Early childhood education
Early childhood education generally means education before the start of formal schooling or before the age at which children are generally required to attend school. It covers the period from birth to 6 years. Legislation on school attendance requires children to be at school (or receiving an education) from the age of 6. In practice, almost all 5-year-olds and about half of 4-year-olds actually attend primary schools.
Early Childhood Care and Education (ECCE) Scheme
The Early Childhood Care and Education (ECCE) Scheme provides early care and education for children of pre-school age. In general, the provision amounts to 3 hours per day, 5 days a week over certain number of weeks for children enrolled in participating playschools.
The ECCE scheme is administered by the Department of Children and Youth Affairs.
Role of the Department of Education and Skills in early education
The involvement of the Department of Education and Skills in early childhood education focuses mainly on interventions for children who are disadvantaged or have special needs. The Early Years Education Policy Unit of the Department of Education and Skills and the Department of Children and Youth Affairs work on policy issues affecting early childhood care and education.
Infant classes in primary school
There is a special grant allocation to national schools to help buy equipment and materials for infant classes in primary schools.
The Early Start Programme aims to tackle educational disadvantage by targeting children who are at risk of not reaching their potential within the education system. It is a one-year preventative intervention scheme offered to pre-school children (3 to 4 years old) in some schools in disadvantaged areas.
Children under 4 with special needs
Local Health Offices and/or voluntary bodies provide services for young children with severe or profound disabilities.
Pre-school children do not have a specific right to education. However, they are entitled to certain health services which are related to education. The Health Service Executive is responsible for providing psychological services and speech and language therapy services for pre-school children with disabilities who are assessed as needing these services. Assessments of children under the age of 5 are carried out under the assessment of need provisions of the Disability Act 2005.
The Visiting Teacher Service of the Department of Education and Skills provides a service to young children with visual and/or hearing impairment, from the age of 2 years.
There are a small number of special pre-school class units for children with autistic spectrum disorders. These units are attached to primary schools.
Supports to access ECCE
A new Access and Inclusion Model (AIM) was introduced for children with special needs starting ECCE.
When you have identified a pre-school for your child, your service provider, in consultation with you, will consider what supports may be needed to ensure your child’s participation in pre-school.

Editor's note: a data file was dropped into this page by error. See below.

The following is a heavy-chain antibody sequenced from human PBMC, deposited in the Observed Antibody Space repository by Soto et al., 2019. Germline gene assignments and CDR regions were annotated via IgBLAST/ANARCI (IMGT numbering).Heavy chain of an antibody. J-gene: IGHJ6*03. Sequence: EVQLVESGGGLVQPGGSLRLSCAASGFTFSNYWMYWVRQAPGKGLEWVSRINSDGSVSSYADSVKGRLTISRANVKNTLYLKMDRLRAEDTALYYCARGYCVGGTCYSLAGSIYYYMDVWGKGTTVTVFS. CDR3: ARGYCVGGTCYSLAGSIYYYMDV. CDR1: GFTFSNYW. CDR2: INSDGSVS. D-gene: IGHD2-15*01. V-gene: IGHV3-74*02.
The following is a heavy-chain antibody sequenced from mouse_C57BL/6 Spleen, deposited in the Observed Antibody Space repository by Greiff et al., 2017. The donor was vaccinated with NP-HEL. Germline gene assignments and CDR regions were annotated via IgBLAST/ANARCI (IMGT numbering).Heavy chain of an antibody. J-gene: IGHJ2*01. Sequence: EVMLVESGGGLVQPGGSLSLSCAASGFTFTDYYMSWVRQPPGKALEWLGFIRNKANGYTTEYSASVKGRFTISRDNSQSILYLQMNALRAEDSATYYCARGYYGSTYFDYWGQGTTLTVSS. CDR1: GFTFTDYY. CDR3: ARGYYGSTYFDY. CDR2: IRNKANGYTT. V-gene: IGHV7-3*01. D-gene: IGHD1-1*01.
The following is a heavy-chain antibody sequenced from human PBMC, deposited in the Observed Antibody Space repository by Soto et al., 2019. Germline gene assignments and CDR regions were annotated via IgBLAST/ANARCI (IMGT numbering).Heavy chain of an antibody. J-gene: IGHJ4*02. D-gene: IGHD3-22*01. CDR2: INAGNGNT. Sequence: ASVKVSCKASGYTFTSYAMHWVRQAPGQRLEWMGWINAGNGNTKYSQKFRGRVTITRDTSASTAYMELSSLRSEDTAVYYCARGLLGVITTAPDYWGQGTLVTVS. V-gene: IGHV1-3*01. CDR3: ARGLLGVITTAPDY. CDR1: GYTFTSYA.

Where it is considered that your child needs additional support, your pre-school service provider can apply, in partnership with you, for targeted supports under AIM.
The AIM website provides information for Parents and Frequently Asked Questions on supports available. Your local City or County Childcare Committee will also be able to provide you with information and guidance on AIM.
Government policy on early childhood education
The White Paper on Early Childhood Education 'Ready to Learn' is concerned
with children from birth to 6 years. It sets out the core objective of early
childhood education as 'supporting the development and educational achievement
of children through high quality early education, with particular focus on the
target groups of the disadvantaged and those with special needs'.
It sets out a number of guiding principles:
- Quality will underpin all aspects of early education provision.
- The State will build on existing provision and use the existing regulatory framework, where possible.
- Implementation will be undertaken on a gradual, phased basis to allow all the participants in the system to prepare adequately for the challenges that lie ahead.
- Progress will be achieved through a process of consultation, dialogue and partnership.
The White Paper proposes early support for families of children with special needs; such parents should have access to an early education expert, initially as an advisor to parents, then as a teacher.
Síolta: the National Framework for Quality in Early Childhood Education was published in 2006. The Early Years Education Policy Unit of the Department of Education and Skills manages the implementation of Síolta.
The National Council for Curriculum and Assessment has developed Aistear: the Early Childhood Curriculum Framework, for children from birth to 6 years of age. This framework, published in 2009, describes the types of learning that are important for children of this age group and sets out broad learning goals for all children.